UPOV Impacts on Farmers' Seed Systems

Strengthening breeders' rights means weakening farmers' rights

Breeders have extended their plant variety protection rights in significant steps from UPOV 61 to 72 to 78 to 91. The balance with farmers' rights was lost in the process.

For the fifty years of its existence, UPOV has practically excluded civil society and farmer organisations from its discussions. Different from patents, there was hardly any public debate on plant variety protection rights. The only stakeholders who participated at most discussions were the associations of plant breeders and seed traders. Just one developing country - South Africa - was present during the talks on the 1991 UPOV Act. The situation and necessities of the global South were thus not taken into account. Consequently, a protection system was created for the breeding companies in industrialised countries, not the farmers in developing nations.

Losing farmers' rights is detrimental to food sovereignty, development and biodiversity. UPOV continues to assume that “more protection” always has a positive impact on production and productivity, and thus food security, ignoring that, for example, adverse prices can easily send farmers into poverty even if their productivity is high.

Seed prices increase with monopolisation

In ­Europe, the US, Canada, Australia, New Zealand, Japan and to a lesser extent South Korea and some Latin American countries, the largest seed suppliers are agro-chemical multinationals. These  corporations have taken control of the international seed market by buying out smaller seed companies. Between 1996 and 2011, the market share of the world’s 3 largest seed companies has more than doubled to 53% of proprietary seed sales. The cost of market power: From 1994 to 2010, seed prices in the United States shot up more than any other farm input, more than doubling relative to the price farmers received for their harvested crops (Source: ETC Group, 07 March 2013: Gene Giants Seek “Philanthrogopoly”).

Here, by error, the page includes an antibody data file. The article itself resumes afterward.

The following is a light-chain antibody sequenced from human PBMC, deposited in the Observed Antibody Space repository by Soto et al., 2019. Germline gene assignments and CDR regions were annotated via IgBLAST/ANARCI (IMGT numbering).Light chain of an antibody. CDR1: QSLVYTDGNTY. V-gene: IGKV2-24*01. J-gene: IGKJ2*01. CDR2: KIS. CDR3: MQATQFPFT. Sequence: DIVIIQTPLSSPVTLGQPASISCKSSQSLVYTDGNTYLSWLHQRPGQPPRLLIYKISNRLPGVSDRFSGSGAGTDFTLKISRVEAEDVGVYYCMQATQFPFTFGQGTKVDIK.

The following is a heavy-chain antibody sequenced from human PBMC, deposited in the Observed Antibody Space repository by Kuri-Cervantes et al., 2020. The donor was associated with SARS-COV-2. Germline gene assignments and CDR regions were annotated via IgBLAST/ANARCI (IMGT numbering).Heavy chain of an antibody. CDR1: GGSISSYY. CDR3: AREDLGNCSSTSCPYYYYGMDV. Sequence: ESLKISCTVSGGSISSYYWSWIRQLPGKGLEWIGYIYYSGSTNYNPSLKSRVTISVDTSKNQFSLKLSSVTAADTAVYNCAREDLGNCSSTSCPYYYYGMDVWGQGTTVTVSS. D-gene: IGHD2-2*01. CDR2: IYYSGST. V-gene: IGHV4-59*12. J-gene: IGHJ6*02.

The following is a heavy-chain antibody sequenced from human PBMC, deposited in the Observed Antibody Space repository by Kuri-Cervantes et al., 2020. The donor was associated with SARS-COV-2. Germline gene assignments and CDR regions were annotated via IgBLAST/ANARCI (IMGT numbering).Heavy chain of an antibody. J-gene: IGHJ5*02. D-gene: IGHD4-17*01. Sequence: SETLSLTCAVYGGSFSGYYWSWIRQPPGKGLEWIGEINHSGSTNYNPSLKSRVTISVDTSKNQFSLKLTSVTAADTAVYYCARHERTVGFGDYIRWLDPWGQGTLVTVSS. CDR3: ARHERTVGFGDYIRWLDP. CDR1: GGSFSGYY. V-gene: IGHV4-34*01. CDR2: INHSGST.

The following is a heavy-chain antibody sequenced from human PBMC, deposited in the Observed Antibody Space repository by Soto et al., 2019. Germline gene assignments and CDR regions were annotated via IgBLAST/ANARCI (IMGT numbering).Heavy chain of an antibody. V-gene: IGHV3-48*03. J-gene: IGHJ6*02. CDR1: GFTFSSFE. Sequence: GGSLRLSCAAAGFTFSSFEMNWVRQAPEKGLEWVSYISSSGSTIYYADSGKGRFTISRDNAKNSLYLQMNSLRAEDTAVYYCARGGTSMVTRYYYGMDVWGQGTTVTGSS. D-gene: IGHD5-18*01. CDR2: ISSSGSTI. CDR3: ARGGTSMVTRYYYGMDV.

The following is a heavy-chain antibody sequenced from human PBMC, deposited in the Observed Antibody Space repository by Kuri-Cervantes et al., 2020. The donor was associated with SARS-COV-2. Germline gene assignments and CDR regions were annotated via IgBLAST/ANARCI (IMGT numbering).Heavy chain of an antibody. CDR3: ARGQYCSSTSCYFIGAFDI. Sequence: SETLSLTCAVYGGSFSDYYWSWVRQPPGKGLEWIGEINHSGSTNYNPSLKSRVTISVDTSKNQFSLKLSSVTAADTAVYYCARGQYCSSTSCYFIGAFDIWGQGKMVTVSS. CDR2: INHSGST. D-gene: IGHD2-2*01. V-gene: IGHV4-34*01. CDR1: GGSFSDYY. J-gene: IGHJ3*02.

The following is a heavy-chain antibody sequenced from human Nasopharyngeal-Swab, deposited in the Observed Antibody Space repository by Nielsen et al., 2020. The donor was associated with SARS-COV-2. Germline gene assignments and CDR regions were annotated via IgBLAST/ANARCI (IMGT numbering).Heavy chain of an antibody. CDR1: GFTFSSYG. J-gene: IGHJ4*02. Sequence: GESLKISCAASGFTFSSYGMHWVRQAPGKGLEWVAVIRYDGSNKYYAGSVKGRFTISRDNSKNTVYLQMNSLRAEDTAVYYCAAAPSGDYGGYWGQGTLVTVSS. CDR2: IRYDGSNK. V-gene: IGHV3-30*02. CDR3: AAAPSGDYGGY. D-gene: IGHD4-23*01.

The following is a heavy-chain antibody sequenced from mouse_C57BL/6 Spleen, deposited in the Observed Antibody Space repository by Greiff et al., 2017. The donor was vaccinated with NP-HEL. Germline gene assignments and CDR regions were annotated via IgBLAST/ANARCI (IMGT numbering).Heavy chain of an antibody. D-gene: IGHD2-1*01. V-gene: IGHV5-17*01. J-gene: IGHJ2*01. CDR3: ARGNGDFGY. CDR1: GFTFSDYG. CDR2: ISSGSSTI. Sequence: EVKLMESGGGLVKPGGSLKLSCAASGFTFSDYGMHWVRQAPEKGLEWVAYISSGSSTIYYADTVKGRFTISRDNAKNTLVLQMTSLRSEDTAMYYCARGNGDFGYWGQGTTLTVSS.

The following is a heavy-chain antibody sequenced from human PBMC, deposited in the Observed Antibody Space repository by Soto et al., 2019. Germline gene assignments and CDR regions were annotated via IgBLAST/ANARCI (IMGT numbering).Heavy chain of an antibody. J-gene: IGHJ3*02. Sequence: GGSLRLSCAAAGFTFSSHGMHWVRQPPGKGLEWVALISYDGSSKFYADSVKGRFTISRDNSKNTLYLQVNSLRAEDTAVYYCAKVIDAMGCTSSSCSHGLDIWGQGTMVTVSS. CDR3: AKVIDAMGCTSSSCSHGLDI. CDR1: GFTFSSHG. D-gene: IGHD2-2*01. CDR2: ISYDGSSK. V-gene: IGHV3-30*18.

Abolishing farmers' rights is the monopolisation strategy in the South

That merger&acquisition strategy, however, would not work in most developing countries. Since farmers themselves are not a purchasable company, multinational corporations can only gain control of the market if farmers were denied the right to sell seed. That is why there was such heated debate over farmers’ rights in India. Control over seed production is key to a country’s food independence. A nation that does not produce its own seed – and food – is not secure. The farmer would lose self reliance in seed and become dependent on outside seed suppliers.


Further reading:

Berne Declaration. With the Participation Of: Bread for the World – Protestant Development Service, Community Technology Development Trust, Development Fund – Norway, Misereor, SEARICE and Third World Network (2014) “Owning Seed, Accessing Food: A Human Rights Impact Assessment Of UPOV 1991 Based on Case Studies in Kenya, Peru and the Philippines

Africa Biosafety Center (November 2012) Harmonisation of Africa’s seeds laws: a recipe for disaster

Francois Meienberg (2010) Infringement of farmers’ rights, in D&C 4/2010

Suman Sahai (2010) The way it always was. Farmers' rights in India, in D&C 4/2010

Center for Food Safety (2013) Seed Giants vs. U.S. Farmers